The Giants’ 2017 season is now shattered beyond repair. Superstar Odell Beckham Jr. is broken. Wide receiver/kick returner Dwayne Harris is broken. Sterling Shepard and Brandon Marshall might be broken, too.
At the end of Sunday’s game, the Giants had wide receiver Roger Lewis Jr. and a bunch of tight ends masquerading as wide receivers as they tried to go muster a game-winning drive.
“It didn’t hit me until we were in there (the huddle on the final drive) and I was like “why are there three tight ends in?’ then I was like ‘Oh,’ ” offensive lineman Justin Pugh said. “Dwayne went down, Shep went down, Brandon went down, Odell went down. It’s crazy, I’ve never seen that.”
Beyond the broken wide receiver position upon which the Giants built their offensive foundation, the season is lost. The idea that the Giants began this season thinking they were capable of competing for a Super Bowl title seems laughable now.
“It’s only five games. We still have a lot more games to go. We are going to figure it out some way, somehow,” said defensive end Jason Pierre-Paul. “We got to figure it out, right? We got to figure it out. We can’t keep losing, you know what I mean?”
The problem is, they can keep losing. They have lost every game. They have lost an alarming number of top-tier players. They have a brutal schedule over the final 11 games. Things could get worse — much worse — for the Giants before they get better.
The Giants have 11 games remaining, and they likely won’t be favored to win in any of them. They have a game on the road against the Denver Broncos next week and one at home against the Seattle Seahawks before the bye. Unless something unexpected happens, they will be 0-7 at the bye. They are staring down the barrel of not only missing the playoffs for the fifth time in six years, but having an utterly miserable season. The Giants do face the 0-5 San Francisco 49ers in Week 10, but that game is on the road.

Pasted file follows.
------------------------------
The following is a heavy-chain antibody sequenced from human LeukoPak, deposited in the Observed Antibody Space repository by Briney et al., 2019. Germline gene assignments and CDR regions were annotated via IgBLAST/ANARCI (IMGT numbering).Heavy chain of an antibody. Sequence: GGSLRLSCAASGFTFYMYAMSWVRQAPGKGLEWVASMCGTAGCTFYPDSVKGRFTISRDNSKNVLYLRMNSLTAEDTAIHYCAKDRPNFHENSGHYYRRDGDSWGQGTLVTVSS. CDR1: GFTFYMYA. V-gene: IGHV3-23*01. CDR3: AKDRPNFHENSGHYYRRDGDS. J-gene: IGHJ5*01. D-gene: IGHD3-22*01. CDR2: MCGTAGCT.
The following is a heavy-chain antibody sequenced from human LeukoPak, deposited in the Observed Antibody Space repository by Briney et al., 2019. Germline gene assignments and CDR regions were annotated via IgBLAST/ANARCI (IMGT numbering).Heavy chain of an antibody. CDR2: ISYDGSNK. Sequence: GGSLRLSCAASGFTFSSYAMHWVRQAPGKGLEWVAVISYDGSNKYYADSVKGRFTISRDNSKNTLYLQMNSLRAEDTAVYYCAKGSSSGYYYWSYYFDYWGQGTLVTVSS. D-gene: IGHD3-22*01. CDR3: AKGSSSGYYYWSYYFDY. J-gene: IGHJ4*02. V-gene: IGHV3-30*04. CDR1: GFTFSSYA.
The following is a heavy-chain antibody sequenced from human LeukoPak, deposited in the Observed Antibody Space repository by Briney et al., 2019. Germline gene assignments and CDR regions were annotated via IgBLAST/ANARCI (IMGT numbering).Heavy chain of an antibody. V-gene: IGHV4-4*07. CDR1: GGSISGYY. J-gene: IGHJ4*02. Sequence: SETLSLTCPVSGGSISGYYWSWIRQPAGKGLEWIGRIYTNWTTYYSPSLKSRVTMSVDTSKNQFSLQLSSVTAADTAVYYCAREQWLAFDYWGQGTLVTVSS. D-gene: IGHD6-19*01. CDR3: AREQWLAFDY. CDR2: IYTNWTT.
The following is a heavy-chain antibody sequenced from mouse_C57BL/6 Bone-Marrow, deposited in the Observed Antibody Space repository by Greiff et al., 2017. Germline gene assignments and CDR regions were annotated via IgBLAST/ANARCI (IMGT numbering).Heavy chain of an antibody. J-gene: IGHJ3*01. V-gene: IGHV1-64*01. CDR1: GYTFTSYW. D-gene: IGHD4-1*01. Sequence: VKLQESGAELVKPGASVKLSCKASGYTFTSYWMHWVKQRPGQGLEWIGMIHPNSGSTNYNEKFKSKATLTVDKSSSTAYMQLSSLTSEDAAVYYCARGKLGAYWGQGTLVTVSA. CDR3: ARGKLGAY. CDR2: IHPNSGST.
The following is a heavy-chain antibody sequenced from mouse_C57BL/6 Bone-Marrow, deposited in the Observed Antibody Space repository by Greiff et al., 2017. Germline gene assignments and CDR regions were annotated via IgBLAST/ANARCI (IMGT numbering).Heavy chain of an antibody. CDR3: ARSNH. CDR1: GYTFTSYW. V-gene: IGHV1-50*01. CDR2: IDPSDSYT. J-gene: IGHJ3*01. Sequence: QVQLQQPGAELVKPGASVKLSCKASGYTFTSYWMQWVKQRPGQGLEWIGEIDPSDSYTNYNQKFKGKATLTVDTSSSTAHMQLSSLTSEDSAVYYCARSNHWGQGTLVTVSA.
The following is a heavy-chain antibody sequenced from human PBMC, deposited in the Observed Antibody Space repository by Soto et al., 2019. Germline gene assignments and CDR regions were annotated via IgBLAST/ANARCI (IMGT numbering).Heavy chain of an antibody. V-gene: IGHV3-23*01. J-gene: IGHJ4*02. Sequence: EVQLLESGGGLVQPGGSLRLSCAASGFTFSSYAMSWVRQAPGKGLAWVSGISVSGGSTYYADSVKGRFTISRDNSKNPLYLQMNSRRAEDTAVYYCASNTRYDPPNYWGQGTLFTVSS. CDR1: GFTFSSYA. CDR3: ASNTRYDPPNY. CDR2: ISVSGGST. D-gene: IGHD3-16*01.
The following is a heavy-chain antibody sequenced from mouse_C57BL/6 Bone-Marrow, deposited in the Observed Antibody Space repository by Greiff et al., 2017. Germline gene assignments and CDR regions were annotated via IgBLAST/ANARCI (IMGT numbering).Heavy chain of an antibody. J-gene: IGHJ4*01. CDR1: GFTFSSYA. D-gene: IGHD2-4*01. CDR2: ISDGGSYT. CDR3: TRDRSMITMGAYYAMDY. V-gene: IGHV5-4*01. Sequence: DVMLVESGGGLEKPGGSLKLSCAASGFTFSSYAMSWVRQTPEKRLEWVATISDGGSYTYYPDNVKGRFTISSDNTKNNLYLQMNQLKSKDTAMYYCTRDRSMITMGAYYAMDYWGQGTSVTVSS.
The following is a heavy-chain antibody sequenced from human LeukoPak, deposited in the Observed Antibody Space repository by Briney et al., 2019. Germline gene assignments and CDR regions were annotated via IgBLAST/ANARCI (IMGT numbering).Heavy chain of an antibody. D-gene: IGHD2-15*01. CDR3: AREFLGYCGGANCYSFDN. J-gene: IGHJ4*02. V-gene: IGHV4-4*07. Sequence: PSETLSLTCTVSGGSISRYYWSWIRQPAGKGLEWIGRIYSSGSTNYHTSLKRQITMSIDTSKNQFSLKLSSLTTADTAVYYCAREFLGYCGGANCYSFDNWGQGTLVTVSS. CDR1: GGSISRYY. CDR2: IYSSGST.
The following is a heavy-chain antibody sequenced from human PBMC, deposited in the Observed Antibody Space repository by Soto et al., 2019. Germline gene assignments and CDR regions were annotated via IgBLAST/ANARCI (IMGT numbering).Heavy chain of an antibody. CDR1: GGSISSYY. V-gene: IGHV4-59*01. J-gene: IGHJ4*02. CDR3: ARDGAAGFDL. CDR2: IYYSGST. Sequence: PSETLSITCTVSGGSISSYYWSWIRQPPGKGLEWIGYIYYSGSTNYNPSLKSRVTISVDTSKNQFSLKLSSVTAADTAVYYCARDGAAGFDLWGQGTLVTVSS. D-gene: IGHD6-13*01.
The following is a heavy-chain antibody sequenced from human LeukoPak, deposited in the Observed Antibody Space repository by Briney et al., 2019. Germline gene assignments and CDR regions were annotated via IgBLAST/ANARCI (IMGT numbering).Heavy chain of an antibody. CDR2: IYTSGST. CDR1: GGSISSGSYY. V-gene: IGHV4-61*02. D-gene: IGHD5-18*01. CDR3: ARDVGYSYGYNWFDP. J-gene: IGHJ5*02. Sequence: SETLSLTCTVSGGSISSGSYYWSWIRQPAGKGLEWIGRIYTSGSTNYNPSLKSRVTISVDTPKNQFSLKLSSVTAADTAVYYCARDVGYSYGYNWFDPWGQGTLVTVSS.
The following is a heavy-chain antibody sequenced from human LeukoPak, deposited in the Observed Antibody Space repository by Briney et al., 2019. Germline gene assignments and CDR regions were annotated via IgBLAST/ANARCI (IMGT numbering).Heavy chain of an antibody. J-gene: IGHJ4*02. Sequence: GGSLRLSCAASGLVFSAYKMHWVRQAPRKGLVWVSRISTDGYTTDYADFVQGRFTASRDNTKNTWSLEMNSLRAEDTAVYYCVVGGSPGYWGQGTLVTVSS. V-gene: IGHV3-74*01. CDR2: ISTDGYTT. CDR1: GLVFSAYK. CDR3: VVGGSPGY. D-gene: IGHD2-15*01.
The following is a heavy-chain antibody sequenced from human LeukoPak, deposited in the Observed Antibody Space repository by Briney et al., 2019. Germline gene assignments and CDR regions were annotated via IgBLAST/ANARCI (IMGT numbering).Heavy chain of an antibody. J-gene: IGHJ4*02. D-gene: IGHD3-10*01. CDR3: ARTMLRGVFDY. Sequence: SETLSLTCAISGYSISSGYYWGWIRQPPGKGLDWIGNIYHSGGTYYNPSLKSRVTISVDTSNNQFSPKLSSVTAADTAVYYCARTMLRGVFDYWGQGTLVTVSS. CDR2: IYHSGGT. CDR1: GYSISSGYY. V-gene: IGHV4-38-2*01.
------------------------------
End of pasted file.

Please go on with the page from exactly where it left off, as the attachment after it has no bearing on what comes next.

Coach Ben McAdoo talked bravely about players “showing a lot of fight.”
Even McAdoo, though, seemed to know the score.
“You just keep working. You look in the mirror. You learn a lot about yourself in times like these,” he said. “So, you’ve got to work for yourself, work for your teammates. We’re all pros – this is what we get paid to do. We get paid to win, not just compete. So, we’ve got to find a way to win.”
Safety Landon Collins wasn’t giving up the ship.
“Super Bowl, we are still playing for the Super Bowl. It’s 0-5, but we still have a chance, it’s not over with yet, we have division games we can still win,” Collins said after Sunday’s latest debacle. “I remember a 9-7 team winning it all, so we still have a chance.”
The Giants, though, realistically understand that — for 2017 — they are the NFL equivalent of the Titanic.
McAdoo talked last week about players not getting “numb” to losing. Maybe they weren’t numb, but the players aren’t stupid, either. They know the deal. The locker room was a morgue. Players were getting out of their as quickly as possible after the game. Those who were in there dressed quietly.
“We just lost. I’m not feeling good right now, but I’ll go flush it and get ready to go. I still have to go out and play for the guys in this locker room and we’ve gotta go make something happen,” Pugh said. “The (playoff) percentages are dropping every week. Last week there was only one team that did it, so I guess that means no team has done it at 0-5. We just have to go get one win. Right now we have to just look at one game. We can’t look big picture.”
There will be plenty of time to talk more about who is to blame, how things got this bad, and what the Giants will do in free agency or the draft to try to fix it. Here are a few other things we learned Sunday.
The Giants Will Need Receiver Reinforcements